Drivers for ride-hailing apps Lyft and Uber have organized for better pay through collective action – and not by unionizing.
Here’s how it works: a group of drivers who pick up passengers at Ronald Reagan Washington National Airport, outside the US capital, have been turning off their taxi apps simultaneously to influence the surge pricing algorithms used by the two companies.
A report published last week by local ABC affiliate WJLA-TV recounts how a group of 100-150 drivers all turned off their driver apps in sync – coordinated by an individual using an unidentified app – to create the false impression of a local driver shortage.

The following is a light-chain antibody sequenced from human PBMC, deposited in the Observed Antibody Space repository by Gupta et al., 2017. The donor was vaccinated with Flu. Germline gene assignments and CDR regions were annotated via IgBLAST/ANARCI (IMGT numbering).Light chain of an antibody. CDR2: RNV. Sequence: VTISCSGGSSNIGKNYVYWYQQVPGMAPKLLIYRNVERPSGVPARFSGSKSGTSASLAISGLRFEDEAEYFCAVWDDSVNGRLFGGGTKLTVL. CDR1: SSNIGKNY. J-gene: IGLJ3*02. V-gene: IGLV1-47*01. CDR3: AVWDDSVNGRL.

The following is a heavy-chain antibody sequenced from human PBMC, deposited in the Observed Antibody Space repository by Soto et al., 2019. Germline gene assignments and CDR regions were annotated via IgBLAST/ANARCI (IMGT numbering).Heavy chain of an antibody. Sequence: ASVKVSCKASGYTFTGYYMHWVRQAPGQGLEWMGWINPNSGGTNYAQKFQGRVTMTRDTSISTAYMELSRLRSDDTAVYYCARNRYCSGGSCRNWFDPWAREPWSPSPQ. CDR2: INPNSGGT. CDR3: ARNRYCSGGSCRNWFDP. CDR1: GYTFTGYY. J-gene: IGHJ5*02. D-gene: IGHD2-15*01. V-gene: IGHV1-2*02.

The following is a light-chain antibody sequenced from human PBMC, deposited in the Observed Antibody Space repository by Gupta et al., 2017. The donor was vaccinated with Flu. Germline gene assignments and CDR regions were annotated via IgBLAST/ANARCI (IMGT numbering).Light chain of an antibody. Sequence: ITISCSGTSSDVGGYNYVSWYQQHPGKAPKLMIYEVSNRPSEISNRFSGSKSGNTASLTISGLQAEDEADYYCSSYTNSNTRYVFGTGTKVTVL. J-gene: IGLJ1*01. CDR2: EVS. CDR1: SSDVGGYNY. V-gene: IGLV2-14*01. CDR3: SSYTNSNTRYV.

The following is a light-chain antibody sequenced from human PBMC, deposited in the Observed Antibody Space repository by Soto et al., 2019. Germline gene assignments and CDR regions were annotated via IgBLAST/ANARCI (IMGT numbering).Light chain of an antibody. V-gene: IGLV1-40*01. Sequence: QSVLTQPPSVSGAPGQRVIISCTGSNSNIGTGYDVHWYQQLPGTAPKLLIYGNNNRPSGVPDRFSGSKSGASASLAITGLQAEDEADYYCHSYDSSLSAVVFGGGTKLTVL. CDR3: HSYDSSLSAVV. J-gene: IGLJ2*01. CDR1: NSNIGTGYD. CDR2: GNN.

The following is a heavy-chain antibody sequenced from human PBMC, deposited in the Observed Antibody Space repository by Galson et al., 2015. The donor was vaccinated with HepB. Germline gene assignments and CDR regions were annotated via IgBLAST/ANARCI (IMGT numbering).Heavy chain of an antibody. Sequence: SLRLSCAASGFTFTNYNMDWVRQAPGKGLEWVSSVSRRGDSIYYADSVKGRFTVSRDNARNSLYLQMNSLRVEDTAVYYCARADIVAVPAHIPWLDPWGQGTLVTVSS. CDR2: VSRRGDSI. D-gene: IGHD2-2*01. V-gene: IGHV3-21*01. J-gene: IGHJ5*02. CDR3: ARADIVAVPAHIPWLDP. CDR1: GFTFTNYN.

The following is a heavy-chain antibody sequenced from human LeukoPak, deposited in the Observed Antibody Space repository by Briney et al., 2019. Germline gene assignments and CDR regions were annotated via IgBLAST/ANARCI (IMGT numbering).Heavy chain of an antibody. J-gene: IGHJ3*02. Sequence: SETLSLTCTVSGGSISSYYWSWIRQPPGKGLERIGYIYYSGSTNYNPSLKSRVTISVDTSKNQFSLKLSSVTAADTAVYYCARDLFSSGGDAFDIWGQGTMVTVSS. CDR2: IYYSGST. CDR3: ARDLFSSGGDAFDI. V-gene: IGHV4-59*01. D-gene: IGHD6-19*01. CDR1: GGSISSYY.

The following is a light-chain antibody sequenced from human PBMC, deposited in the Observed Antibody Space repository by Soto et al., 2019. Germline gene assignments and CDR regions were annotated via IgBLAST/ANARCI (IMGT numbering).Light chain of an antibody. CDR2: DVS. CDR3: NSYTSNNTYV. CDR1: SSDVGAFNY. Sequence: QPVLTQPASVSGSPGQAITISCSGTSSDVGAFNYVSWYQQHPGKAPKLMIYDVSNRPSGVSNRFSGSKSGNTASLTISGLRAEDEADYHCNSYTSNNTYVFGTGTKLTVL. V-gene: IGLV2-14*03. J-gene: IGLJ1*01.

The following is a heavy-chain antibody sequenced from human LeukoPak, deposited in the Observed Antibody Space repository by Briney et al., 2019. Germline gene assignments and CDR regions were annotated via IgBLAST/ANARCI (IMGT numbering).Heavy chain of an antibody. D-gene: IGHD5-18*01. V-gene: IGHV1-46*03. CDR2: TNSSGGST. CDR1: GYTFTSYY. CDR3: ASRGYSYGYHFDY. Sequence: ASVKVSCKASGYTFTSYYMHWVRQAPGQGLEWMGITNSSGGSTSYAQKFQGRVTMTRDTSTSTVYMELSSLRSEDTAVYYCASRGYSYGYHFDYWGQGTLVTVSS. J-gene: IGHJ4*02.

With the ride supply down as demand peaks, the taxi apps’ surge pricing algorithms kick in, offering higher rates to entice more drivers to come to the airport. Minutes later, once the price rises anywhere from $10 to $19 or so, the drivers sign back on and accept the fare at a level they find more reasonable.
This is why you should not do business with companies that treat their employees like crap.
Even ignoring the ethical issues, it is likely that those poorly treated employees will find a way to fight back, and you are likely to be the battlefield.